The process of starting the project from scratch was not cheap. Hazelle told 8days.sg that she initially envisioned the project to “cost about S$20k”.
The song was co-written with songwriter Shin (许庆锐) and co-produced with local music producer JC (龙家成) and total costs ultimately came up to “about S$40k”, which Hazelle said includes the amount she spent on the music video.
“I never knew making a music video would be so expensive,” she laughed.
Thankfully, she was able to get Coke on board, and the company ended up sponsoring a part of the project cost.
If you haven’t heard, Hazelle recently bought her first home, a S$1.18 million two-bedroom condo. Between paying for her house and her CNY project, was she worried about her finances?
“My bank balance was indeed down to a new low, but I wasn’t really scared,” said Hazelle. “I can always make back the money in other ways. However, once time and youth is gone, they’ll never return. I would rather use them wisely when I still can!”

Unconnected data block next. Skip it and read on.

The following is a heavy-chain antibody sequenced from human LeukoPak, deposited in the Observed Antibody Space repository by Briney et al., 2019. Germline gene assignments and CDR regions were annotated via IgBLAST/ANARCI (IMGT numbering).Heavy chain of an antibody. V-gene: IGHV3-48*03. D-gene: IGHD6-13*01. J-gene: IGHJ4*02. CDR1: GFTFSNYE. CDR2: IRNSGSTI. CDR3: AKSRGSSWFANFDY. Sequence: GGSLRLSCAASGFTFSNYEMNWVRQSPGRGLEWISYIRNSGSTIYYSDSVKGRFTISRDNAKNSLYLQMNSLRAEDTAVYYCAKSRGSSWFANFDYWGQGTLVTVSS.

For those wondering, she doesn’t stand to profit much from the song.
“I’m guessing for every thousand plays you maybe get a dollar or something? But unless I’m Jay Chou, radio profits are negligible, just like YouTube music video plays. The shelf life of CNY songs is so short. They basically stop (being relevant) after the festive period. I would have to play this song to the next Year of the Dragon in 2036 to make a good amount,” she chuckled.
She also told us that it’s “not possible” to recoup the money she had invested.
“Maybe (it would be possible) next time when I have more works under my name… but for now, I was already prepared for the money to go out and not come back,” she said.